|Photo by Theo Cote|
|L-R: Jordan Morley, Emily Pope, Kyle Marshall|
Surviving the Damage Done
Tiffany Mills makes Moors of La Mama with
After the Feast
By QUINN BATSON
After the Feast is the strangest title for Tiffany Mills' newest dance, but this head-scratching title does reflect the overall feel of the evening. Feast is equal parts sumptuous and mystifying, even if food is the last thing it brings to mind.
Though the stage is shrouded in smokemist mainly as the audience enter, there is never a time in After the Feast that feels fully free and clear. This mistiness is delicious, though; it imparts a distinctly Medieval, moors-of-Shakespeare flavor. An excellent cast Mei Yamanaka, Emily Pope, Kenneth Olguin, Tiffany Mills, Jordan Morley and Kyle Marshall feed this feel, too, as does an alternately burly and gentle soundtrack by Jonathan Pratt. To put it broadly, After the Feast feels like a more interesting, more nuanced take on Medieval conflict and drama than the popular HBO series Game of Thrones, probably because no one onstage speaks. We have only the body language of the dancers to glean the story.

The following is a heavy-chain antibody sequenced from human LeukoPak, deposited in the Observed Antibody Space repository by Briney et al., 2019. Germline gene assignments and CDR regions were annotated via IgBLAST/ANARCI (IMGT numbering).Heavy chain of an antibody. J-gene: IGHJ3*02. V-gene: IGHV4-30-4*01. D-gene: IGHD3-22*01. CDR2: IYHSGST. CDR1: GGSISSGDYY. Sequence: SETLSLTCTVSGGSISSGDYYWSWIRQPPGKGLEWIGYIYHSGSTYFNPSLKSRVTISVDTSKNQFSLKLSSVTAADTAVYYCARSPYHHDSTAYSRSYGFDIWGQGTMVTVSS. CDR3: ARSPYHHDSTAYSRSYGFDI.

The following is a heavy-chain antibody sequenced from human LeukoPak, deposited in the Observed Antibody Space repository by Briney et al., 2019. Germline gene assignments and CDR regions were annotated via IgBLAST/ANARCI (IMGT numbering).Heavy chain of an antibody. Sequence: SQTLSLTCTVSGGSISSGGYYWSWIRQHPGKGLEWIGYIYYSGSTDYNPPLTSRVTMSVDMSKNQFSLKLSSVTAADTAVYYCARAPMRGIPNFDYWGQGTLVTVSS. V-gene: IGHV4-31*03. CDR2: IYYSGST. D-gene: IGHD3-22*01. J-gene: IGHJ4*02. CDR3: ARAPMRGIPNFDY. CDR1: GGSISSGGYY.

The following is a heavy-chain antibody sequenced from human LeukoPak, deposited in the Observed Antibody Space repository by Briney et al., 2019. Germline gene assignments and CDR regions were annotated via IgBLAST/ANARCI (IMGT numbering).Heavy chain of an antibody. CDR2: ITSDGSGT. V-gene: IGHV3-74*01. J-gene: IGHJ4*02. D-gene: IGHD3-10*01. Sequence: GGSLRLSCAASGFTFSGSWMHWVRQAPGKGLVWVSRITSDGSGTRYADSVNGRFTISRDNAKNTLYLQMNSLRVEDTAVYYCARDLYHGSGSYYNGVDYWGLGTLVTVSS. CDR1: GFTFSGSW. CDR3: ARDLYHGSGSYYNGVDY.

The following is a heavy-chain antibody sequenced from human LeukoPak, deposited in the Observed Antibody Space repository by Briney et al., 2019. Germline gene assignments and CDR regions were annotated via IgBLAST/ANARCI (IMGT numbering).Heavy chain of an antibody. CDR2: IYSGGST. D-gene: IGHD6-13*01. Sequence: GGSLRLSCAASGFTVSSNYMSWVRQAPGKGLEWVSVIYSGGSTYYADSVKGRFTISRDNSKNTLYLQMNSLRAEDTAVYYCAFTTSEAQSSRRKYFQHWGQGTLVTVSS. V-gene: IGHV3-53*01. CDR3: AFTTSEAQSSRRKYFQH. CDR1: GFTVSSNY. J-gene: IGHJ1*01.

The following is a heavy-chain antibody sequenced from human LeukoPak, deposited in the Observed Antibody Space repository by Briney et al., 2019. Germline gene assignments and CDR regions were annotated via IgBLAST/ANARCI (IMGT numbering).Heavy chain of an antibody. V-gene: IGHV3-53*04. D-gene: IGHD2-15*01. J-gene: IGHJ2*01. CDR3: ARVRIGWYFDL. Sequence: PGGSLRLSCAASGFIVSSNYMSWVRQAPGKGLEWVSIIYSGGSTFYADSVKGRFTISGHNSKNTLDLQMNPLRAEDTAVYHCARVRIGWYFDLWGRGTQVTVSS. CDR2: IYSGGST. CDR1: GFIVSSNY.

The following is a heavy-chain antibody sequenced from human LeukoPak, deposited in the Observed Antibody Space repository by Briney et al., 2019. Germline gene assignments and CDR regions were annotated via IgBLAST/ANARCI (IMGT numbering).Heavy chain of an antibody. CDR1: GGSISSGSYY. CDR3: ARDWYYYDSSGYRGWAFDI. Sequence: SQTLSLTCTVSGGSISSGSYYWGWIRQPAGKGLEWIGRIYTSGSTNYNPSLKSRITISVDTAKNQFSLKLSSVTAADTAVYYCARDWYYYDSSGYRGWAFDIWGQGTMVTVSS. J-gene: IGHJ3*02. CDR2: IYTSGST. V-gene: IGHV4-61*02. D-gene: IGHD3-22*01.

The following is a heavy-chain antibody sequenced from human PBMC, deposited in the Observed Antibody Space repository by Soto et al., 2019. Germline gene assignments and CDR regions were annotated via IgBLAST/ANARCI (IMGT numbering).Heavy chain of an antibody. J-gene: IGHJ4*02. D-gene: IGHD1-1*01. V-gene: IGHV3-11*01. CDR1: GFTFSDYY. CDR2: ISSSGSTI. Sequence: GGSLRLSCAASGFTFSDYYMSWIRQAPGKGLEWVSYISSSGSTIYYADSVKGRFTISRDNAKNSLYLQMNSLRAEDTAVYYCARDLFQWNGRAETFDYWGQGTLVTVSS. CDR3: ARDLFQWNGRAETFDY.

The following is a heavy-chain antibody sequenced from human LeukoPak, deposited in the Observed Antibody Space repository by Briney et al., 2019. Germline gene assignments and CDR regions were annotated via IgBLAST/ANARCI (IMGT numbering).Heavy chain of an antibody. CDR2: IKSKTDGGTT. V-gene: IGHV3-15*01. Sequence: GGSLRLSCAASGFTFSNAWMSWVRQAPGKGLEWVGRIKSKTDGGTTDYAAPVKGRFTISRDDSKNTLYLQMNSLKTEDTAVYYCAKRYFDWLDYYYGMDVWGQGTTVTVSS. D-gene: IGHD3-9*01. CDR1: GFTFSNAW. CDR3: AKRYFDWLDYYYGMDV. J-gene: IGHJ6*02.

|TIFFANY MILLS: AFTER THE FEAST|
|Choreography by: Tiffany Mills.|
Dancers: Kyle Marshall, Jordan Morley, Tiffany Mills, Kenneth Olguin, Emily Pope, Mei Yamanaka.
Music by: Jonathan Melville Pratt.
Set design by: Dennis O'Leary-Gullo.
Costumes by: Mary Kokie McNaugher.
Lighting design by: Chris Hudacs.
Dramaturge: Kay Cummings.
|La Mama Ellen Stewart Theater|
May 12-15, 2016
Longing, anger, strife, healing, accusation, exhaustion and strength are a small sample of what the story holds. The men and the women form distinct groups with distinct roles yet manage to coexist pretty well. Characters of each sex take turns leading or losing the affections of the group. Obliteration and resurrection seem themes. And the movement is lush and varied, martial and tender.
|Photo by Theo Cote|
|Mei Yamanaka and Tiffany Mills|
A sturdy, possibly battered, back wall serves as the only stage element, and this is enough. Mills does use the vertical space of La Mama's space well, too, having characters enter from above the audience as if coming down quietly from the surrounding hills. Darksoft light by Chris Hudacs and evocative costumes by Mary Kokie McNaugher complete the painting.
So many small moments stand out, but the beginning and end are masterful. Mei Yamanaka drifts down, confused and stumbling, from behind the audience as things begin, setting our minds running even before the others enter. And the end has her standing regally on Emily Pope's shoulders as the group shuffles slowly downstage, until Pope crumbles and the lights go out to create another mystery as Yamanaka falls.
|MAY 15, 2016|
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